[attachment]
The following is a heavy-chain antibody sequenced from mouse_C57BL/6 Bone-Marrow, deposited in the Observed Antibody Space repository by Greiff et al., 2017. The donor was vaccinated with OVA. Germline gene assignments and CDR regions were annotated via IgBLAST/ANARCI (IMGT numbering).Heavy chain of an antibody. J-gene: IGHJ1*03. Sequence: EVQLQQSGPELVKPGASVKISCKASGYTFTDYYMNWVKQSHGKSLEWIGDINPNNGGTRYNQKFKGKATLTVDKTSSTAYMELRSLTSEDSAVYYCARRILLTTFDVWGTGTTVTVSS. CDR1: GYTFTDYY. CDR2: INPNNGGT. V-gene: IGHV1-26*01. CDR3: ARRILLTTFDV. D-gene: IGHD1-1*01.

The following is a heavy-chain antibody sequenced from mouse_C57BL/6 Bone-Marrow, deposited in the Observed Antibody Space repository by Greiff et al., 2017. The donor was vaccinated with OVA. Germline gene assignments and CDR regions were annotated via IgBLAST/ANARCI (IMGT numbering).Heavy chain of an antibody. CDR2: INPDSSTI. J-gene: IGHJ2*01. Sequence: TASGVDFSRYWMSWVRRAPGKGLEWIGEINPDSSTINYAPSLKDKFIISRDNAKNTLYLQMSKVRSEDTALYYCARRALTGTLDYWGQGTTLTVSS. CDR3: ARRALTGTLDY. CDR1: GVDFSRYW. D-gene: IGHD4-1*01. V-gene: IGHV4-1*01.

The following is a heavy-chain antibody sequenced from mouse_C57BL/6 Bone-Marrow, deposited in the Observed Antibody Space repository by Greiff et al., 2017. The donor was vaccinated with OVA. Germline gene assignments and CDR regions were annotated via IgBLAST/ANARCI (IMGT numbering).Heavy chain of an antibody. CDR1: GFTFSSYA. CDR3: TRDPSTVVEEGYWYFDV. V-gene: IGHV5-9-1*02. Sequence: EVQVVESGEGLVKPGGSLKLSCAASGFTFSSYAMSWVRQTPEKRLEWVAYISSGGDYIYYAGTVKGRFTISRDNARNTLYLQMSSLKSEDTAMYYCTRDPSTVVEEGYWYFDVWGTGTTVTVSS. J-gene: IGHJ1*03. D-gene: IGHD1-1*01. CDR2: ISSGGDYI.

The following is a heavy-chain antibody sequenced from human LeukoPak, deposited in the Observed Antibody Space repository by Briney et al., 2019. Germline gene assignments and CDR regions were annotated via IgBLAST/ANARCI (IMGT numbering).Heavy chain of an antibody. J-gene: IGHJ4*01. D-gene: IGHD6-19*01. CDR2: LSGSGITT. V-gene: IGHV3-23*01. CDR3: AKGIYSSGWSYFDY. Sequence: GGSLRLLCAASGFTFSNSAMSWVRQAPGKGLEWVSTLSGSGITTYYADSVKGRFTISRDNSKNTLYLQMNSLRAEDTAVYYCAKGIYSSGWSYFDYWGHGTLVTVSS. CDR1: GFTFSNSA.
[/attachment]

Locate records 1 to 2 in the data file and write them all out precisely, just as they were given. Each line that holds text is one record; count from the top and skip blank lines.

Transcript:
The following is a heavy-chain antibody sequenced from mouse_C57BL/6 Bone-Marrow, deposited in the Observed Antibody Space repository by Greiff et al., 2017. The donor was vaccinated with OVA. Germline gene assignments and CDR regions were annotated via IgBLAST/ANARCI (IMGT numbering).Heavy chain of an antibody. J-gene: IGHJ1*03. Sequence: EVQLQQSGPELVKPGASVKISCKASGYTFTDYYMNWVKQSHGKSLEWIGDINPNNGGTRYNQKFKGKATLTVDKTSSTAYMELRSLTSEDSAVYYCARRILLTTFDVWGTGTTVTVSS. CDR1: GYTFTDYY. CDR2: INPNNGGT. V-gene: IGHV1-26*01. CDR3: ARRILLTTFDV. D-gene: IGHD1-1*01.

The following is a heavy-chain antibody sequenced from mouse_C57BL/6 Bone-Marrow, deposited in the Observed Antibody Space repository by Greiff et al., 2017. The donor was vaccinated with OVA. Germline gene assignments and CDR regions were annotated via IgBLAST/ANARCI (IMGT numbering).Heavy chain of an antibody. CDR2: INPDSSTI. J-gene: IGHJ2*01. Sequence: TASGVDFSRYWMSWVRRAPGKGLEWIGEINPDSSTINYAPSLKDKFIISRDNAKNTLYLQMSKVRSEDTALYYCARRALTGTLDYWGQGTTLTVSS. CDR3: ARRALTGTLDY. CDR1: GVDFSRYW. D-gene: IGHD4-1*01. V-gene: IGHV4-1*01.